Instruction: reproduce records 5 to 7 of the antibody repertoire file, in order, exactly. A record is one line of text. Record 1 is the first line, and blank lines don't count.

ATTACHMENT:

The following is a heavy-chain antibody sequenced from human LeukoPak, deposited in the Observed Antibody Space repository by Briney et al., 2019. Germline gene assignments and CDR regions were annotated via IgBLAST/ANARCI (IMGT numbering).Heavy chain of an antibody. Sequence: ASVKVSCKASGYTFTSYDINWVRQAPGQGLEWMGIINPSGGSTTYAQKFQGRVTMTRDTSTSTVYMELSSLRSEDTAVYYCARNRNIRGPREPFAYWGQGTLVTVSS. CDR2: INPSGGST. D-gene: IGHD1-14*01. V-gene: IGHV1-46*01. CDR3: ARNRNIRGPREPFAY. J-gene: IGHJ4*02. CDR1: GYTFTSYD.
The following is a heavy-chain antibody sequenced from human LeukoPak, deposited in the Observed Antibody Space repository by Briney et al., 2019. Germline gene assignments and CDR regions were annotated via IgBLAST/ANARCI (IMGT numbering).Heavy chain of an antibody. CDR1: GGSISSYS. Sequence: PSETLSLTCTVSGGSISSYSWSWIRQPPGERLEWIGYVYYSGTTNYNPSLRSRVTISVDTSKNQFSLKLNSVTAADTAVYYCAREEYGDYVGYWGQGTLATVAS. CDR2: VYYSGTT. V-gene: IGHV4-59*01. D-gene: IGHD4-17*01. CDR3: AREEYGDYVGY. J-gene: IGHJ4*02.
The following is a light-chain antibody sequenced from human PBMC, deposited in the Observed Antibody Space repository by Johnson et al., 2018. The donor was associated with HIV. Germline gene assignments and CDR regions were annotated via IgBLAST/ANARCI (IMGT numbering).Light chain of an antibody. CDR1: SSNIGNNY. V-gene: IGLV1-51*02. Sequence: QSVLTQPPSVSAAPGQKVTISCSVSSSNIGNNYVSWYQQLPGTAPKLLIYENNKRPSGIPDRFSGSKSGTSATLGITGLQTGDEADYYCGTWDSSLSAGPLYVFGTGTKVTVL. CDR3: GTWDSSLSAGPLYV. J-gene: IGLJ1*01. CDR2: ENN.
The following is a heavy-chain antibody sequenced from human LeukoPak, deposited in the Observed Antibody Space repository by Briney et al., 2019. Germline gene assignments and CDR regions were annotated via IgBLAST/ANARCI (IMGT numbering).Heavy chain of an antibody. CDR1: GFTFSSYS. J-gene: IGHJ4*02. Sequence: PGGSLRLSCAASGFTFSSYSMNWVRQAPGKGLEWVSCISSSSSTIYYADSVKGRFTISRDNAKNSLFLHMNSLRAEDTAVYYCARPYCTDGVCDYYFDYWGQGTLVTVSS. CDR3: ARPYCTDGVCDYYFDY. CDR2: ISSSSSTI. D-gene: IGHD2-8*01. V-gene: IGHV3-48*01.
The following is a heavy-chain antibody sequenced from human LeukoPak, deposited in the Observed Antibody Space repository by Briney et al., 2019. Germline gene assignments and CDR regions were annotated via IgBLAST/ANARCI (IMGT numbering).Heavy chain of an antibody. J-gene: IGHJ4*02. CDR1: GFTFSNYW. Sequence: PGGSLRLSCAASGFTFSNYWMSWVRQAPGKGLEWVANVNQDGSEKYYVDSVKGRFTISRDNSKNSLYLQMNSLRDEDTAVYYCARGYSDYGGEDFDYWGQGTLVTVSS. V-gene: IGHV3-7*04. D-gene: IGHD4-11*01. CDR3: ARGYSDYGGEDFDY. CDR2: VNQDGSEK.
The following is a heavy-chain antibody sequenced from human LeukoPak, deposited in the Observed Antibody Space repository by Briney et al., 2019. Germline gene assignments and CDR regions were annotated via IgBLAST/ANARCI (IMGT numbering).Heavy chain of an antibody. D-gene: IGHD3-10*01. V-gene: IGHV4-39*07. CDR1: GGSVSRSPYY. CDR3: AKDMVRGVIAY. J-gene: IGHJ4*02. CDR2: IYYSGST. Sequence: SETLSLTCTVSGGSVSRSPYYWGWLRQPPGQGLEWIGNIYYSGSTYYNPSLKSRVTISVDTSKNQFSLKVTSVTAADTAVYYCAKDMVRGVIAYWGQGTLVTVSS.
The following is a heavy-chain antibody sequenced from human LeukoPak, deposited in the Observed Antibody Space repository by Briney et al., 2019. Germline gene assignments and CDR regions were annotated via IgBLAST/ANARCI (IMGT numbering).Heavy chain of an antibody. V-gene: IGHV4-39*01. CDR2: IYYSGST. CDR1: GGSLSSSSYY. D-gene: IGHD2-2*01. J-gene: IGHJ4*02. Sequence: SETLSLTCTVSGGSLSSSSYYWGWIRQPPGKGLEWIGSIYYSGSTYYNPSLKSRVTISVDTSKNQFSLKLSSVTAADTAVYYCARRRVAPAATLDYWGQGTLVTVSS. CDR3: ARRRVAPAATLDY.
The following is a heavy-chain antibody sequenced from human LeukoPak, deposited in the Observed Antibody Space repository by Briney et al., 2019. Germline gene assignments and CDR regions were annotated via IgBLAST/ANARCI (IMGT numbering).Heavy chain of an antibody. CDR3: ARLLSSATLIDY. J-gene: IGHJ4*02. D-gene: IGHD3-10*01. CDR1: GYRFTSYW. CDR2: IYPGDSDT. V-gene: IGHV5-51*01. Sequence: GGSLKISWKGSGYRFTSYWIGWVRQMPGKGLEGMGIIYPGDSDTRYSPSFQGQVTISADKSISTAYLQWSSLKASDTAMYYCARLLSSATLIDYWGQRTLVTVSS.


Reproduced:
The following is a heavy-chain antibody sequenced from human LeukoPak, deposited in the Observed Antibody Space repository by Briney et al., 2019. Germline gene assignments and CDR regions were annotated via IgBLAST/ANARCI (IMGT numbering).Heavy chain of an antibody. J-gene: IGHJ4*02. CDR1: GFTFSNYW. Sequence: PGGSLRLSCAASGFTFSNYWMSWVRQAPGKGLEWVANVNQDGSEKYYVDSVKGRFTISRDNSKNSLYLQMNSLRDEDTAVYYCARGYSDYGGEDFDYWGQGTLVTVSS. V-gene: IGHV3-7*04. D-gene: IGHD4-11*01. CDR3: ARGYSDYGGEDFDY. CDR2: VNQDGSEK.
The following is a heavy-chain antibody sequenced from human LeukoPak, deposited in the Observed Antibody Space repository by Briney et al., 2019. Germline gene assignments and CDR regions were annotated via IgBLAST/ANARCI (IMGT numbering).Heavy chain of an antibody. D-gene: IGHD3-10*01. V-gene: IGHV4-39*07. CDR1: GGSVSRSPYY. CDR3: AKDMVRGVIAY. J-gene: IGHJ4*02. CDR2: IYYSGST. Sequence: SETLSLTCTVSGGSVSRSPYYWGWLRQPPGQGLEWIGNIYYSGSTYYNPSLKSRVTISVDTSKNQFSLKVTSVTAADTAVYYCAKDMVRGVIAYWGQGTLVTVSS.
The following is a heavy-chain antibody sequenced from human LeukoPak, deposited in the Observed Antibody Space repository by Briney et al., 2019. Germline gene assignments and CDR regions were annotated via IgBLAST/ANARCI (IMGT numbering).Heavy chain of an antibody. V-gene: IGHV4-39*01. CDR2: IYYSGST. CDR1: GGSLSSSSYY. D-gene: IGHD2-2*01. J-gene: IGHJ4*02. Sequence: SETLSLTCTVSGGSLSSSSYYWGWIRQPPGKGLEWIGSIYYSGSTYYNPSLKSRVTISVDTSKNQFSLKLSSVTAADTAVYYCARRRVAPAATLDYWGQGTLVTVSS. CDR3: ARRRVAPAATLDY.